ORLANDO, Fla. — As a Covid-crippled Conservative Political Action Conference got underway Friday, Sen. Ted Cruz (R-Texas) told thousands in Florida that mask mandates to prevent the spread of Covid-19 are “just dumb.”
Many in the Orlando hotel ballroom booed and yelled “Freedom!” an hour earlier when conference organizers announced the event’s policy: daily temperature checks, social distancing and masks everywhere.
“When you’re in the ballroom, when you’re seated, you should still be wearing a mask,” said the event’s deputy director Carly Patrick. “So if everybody can go ahead, work on that. I know, I know, it’s not the most fun.” She said the Hyatt Regency hotel, not the American Conservative Union, which hosts the event, had set the rules.
Most attendees complied as they walked around, but many tucked their masks under their chins as soon as they sat to eat, to rest or to listen to Cruz counseling skepticism about standards of behavior in restaurants where indoor dining is allowed.
“You walk in, you’ve gotta put your mask on,” said Cruz. “You sit down, you take your mask off. See, apparently the virus is connected to elevation. No! No! Remember, this is all about science.”
Cruz also joked that “I think it’s that there are hormones that are released in your thighs when you’re sitting” that protect people from coronavirus transmission.
In a jab at the California government’s selective enforcement of Covid prevention strategies, he said: “You can French kiss the guy next to you, yelling ‘Abolish the police!’ and no one will get infected. But if you go to church and say ‘Amazing grace!’ everyone’s going to die.”
The Centers for Disease Control and Prevention says masks or other face coverings “may reduce the risk of COVID-19 spread when they are consistently used by customers and employees” in restaurants. “The risk of COVID-19 spread increases in a restaurant or bar setting as interactions within 6 feet of others increase,” the agency says.
The complimentary swag bag distributed at the three-day annual conference this year includes three different hand sanitizers, branded by sponsors that include C-SPAN and Fox Nation. College interns circulated holding signs that warn, “MASK REQUIRED.”
Heather Clement, an attendee from Key West, Fla., wasn’t impressed. She told Zenger News that she drove tourists around the island on a trolley until she was fired “because I stood up against code enforcement” and refused to wear a mask while she worked.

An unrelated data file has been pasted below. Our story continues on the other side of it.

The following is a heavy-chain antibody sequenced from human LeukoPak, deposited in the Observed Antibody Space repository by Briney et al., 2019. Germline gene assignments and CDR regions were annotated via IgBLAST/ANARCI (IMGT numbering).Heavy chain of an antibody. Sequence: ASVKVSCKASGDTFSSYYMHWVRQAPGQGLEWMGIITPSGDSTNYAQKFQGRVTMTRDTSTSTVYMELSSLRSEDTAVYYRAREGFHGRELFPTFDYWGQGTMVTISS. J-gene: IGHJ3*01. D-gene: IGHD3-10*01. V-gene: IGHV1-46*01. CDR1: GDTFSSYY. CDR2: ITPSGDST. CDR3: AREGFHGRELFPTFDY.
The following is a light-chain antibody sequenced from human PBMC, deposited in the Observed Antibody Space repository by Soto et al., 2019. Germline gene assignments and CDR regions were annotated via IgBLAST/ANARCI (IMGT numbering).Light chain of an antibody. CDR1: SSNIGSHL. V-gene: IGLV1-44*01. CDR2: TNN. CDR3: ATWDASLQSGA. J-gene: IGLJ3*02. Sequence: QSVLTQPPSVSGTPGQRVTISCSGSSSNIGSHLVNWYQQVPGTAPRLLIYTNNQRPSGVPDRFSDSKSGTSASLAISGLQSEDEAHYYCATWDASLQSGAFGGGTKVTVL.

“I mean, we’re talking ‘hot’ in the rest of the world in the summertime? In Key West, we’re talking really hot. You know, I mean, it’s brutal,” she said.
Clement said she has a journalism degree from Oakland University in Michigan. She happily posed for photos with her mask clutched in her left hand, out of sight.
She also said there’s a chance former President Donald J. Trump is still America’s commander-in-chief, running the U.S. government from his Mar-a-Lago resort in Palm Beach, Fla., while President Joseph R. Biden Jr. keeps up appearances in the White House.
“Yeah, it’s insane,” she told Zenger. “No, I don’t consider him president. He is a criminal. It is treason. It was an illegal election. I have way too much information in my head.”
She said the recent winter storm that continues to paralyze Texas was the result of “weather warfare” waged against Republicans by unknown forces who resent how Cruz attempted to block Congress’s Jan. 6 count of Electoral College votes — the constitutionally mandated process that certified Biden’s victory.
“It was a planned attack on Texas for their insubordination against the presidency,” Clement said. “I believe in weather warfare … Dude, you don’t want to talk to me. I want to take you down those rabbit holes.”
Another attendee at the Orlando conference, Daryl Brooks, said he resented how his home state of New Jersey disadvantaged small businesses in deciding which retailers could remain open, even with mask requirements, beginning in the summer of 2020.
“Walmart stayed open,” Brooks said. “You know, Amazon, all these different business they don’t, but the mom-and-pop businesses died, you know. And there was a reason behind that. And that’s sad.”
“You know, they said, you know, six feet distance. There was no six [feet] distance in a Wawa or Walmart, or Target or … liquor store. Yeah. So, but the churches are closed.”
Brooks was a Philadelphia poll worker on Election Day in 2020. He leveled accusations of fraud during an infamous press conference four days later, standing alongside Trump lawyer Rudy Giuliani outside the Four Seasons Total Landscaping business in northeast Philadelphia.
Critics pointed out after the press conference that Brooks was incarcerated during the 1990s for exposing himself to two girls, age 7 and 11. But he continues to deny the charge, saying he was falsely accused by drug dealers in his Trenton, N.J. neighborhood.
Asked if he would consent to a photograph, Brooks carefully adjusted his conference credential, so it didn’t block the nearly 4-month-old orange pass that identified him as a Republican poll watcher. He removed a CPAC-branded mask from around his neck.
During his speech, Cruz acknowledged that Covid has left a trail of death. The U.S. recorded its 500,000th Covid-related death this week, according to the CDC. But the Texas senator maintained mask mandates were mainly for show.
“This is a dangerous virus. But these collectivists, statists, okay, now they’re saying everybody can get immunized, we can have herd immunity everywhere, and we’re going to wear masks for the next 300 years,” said Cruz. “And by the way, not just one mask. Two, three, four! You can’t have too many masks! How much virtue do you want to signal? This is just dumb.”
(Edited by Alex Patrick and Kristen Butler)
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